Back to School: Unemployed Autoworkers Seek New Skills in the Classroom

Out-of-work autoworkers in Ohio are being retrained for new jobs.

DAYTON, Ohio, Sept. 18, 2009— -- ABC News first met Joel Morrow, Brian Armour, Kenny Harris and Mike Hughes during the presidential campaign in 2008 when they had just been hit with a thunderbolt: The General Motors plant in Moraine, Ohio, where they had worked collectively for 53 years was about to close for good.

"I gave myself one month to cry and whine and complain and be angry and be mad," said Morrow. "On Feb. 1, I decided that's it, that's enough of that."

Like all union employees at the Moraine plant, they received severance. They also were eligible for a federal program that pays for their re-education.

All four are approaching middle age. All four have gone back to school.

"I'm currently going to school," said Armour. It's "a technical management bachelor's degree."

"I'm currently enrolled in heavy equipment operations site development for construction," said Morrow.

"I'm now enrolled at Butler Tech for an LPN, which is a licensed practical nurse," said Harris.

"I'm enrolled, taking automation controls technology with robotics engineering," said Hughes.

All of the men have made adjustments to their lives. They've downsized, budgeted and gotten used to being in a classroom again.

"When I was 18, 19 years old, I didn't like school," said Harris."I just wanted to get out of school [and] go get a job."

"My family, my children [...] get to see daddy doing homework, and I think I'm setting an example for them," he added.

"I think all of us initially felt a betrayal by the company," said Hughes. "But it was just the kick in the pants to finally suck it up and do something."

Nationally, the jobless rate in the United States rose to 10.8 percent in August, up from 6.6 percent the same time last year, according to the Bureau of Labor Statistics.

Ohio's seasonally adjusted jobless rate hit 10.8 percent last month, compared with 6.7 percent in August 2008, according to the Ohio Department of Job and Family Services.

These men recognize that and also realize that the jobs they seek are likely elsewhere. But that realization did not necessarily come easy.

"It's frustrating," Morrow said. "I just want to work. I'm a worker. I just want to work and feel like I'm wasting my time, I really do."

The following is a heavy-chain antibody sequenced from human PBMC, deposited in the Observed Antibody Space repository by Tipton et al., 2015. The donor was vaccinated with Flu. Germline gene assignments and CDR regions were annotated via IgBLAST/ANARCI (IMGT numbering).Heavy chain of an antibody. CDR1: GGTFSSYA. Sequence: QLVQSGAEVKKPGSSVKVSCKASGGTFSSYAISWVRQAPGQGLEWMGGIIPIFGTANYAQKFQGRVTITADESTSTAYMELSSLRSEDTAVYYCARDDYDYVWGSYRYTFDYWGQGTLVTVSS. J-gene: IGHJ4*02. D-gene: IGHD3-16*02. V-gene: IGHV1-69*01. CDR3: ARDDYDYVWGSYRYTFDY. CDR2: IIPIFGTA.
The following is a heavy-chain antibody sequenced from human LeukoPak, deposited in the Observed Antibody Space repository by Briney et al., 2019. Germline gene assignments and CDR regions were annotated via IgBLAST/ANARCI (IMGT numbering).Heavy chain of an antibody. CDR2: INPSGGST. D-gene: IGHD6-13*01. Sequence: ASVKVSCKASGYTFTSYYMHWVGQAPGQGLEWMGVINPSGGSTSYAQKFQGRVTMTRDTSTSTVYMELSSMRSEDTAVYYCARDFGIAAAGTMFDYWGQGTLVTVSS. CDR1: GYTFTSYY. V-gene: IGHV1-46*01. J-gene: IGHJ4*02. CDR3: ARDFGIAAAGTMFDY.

The men know they are in better shape than many unemployed Americans.

"There's no doubt that we're given opportunities that the normal worker off the street was not given," said Armour.

But some of their former colleagues haven't taken advantage of those opportunities.

Those workers had "just absolutely no interest in retooling or retraining," said Morrow. "I know several people right now that haven't gone to school, haven't applied for a job."

Many Moraine plant workers' homes have been foreclosed and three men who worked at the plant have committed suicide.

Though they are angry at the company, the men who spoke to ABC News still believe in the product.

"It's provided everything that I've ever had. It's provided everything my father's ever had," said Morrow. "It's provided everything I've ever seen in my family, whether it be their home, their cars, vacations."

"All [of it was] provided by General Motors," Morrow added. "Sure, it blew up in my face, but I'll own a GM car until they quit making them."

As for the future, the men all believe in a year's time they will be working again -- Morrow in the resurging construction industry; Armour at the local Air Force base; Hughes teaching robotics; and Harris as a nurse.

"I think it's bright," Harris said of the future.

"You have to make your own future. Nobody's gonna do it for you and that's one of the things I quickly learned," Hughes said. "You gotta go out there and you gotta make your way the way you can best do it."

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